March 19

U.S. President George W. Bush announced orders had been made for the coalition attack on Iraq to begin.

March 20

The initial strikes included more than 40 cruise missiles fired from U.S. warships in the Red Sea and the Persian Gulf.

A message broadcast on Iraqi television lead U.S. officials to speculate
whether the speaker was Hussein or a double.

March 21

A U.S. Marine helicopter crashes in Kuwait, killing eight British and four U.S. troops, the first coalition casualties of Operation Iraqi Freedom.

Iraq launched an estimated 10 missiles into Kuwait, two of which were intercepted by Patriot missiles.

Officials on Iraqi television reported 72 missiles hit Baghdad, killing five.

An estimated 400,000 Kurds leave their homes to seek refuge in the countryside. The Iraqi government is not allowing anyone in or out.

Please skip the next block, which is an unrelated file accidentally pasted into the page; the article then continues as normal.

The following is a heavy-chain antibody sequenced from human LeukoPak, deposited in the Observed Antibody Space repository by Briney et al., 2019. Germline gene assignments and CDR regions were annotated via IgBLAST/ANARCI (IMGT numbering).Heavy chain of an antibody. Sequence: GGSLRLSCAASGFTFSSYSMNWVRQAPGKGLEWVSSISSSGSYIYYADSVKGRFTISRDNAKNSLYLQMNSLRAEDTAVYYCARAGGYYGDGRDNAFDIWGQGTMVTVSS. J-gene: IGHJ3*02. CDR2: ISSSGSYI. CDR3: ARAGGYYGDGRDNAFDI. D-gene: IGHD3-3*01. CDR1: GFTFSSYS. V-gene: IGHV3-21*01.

March 24

U.S. helicopters attacked Iraq’s elite Republican Guard, 60 miles south of Baghdad, in a fight that lasted nearly three hours.

Eight Iraqi missiles were launched against Kuwait, but Patriot missile batteries destroyed six. Two others landed in southern Iraq.

Pentagon officials confirmed two Apache helicopter pilots — David S. Williams of Florida and Ronald D. Young of Georgia — were taken prisoner after their chopper went down in Karbala, about 60 miles southwest of Baghdad.

Iraqi troops falsely indicating their surrender fight coalition troops in civilian clothes.

March 25

U.S. forces killed between 150 to 200 Iraqis in what was estimated to be the biggest firefight of the war.

Marines captured nearly 170 Iraqi soldiers who had been staging military operations at a hospital in Nasiriya. U.S. officials said this move clearly violates the Geneva Convention.

March 26

U.S. Marines battle Iraqi forces for the third consecutive day over control of the city of Nasiriya, located along the key north-south route.

Iraqi military claims two coalition missiles hit a residential area killing at least 12 Iraqi civilians. The Pentagon denied all claims that the United States deliberately hit any residential area.

Seven American Prisoners of War remain in captivity by the Iraqi military.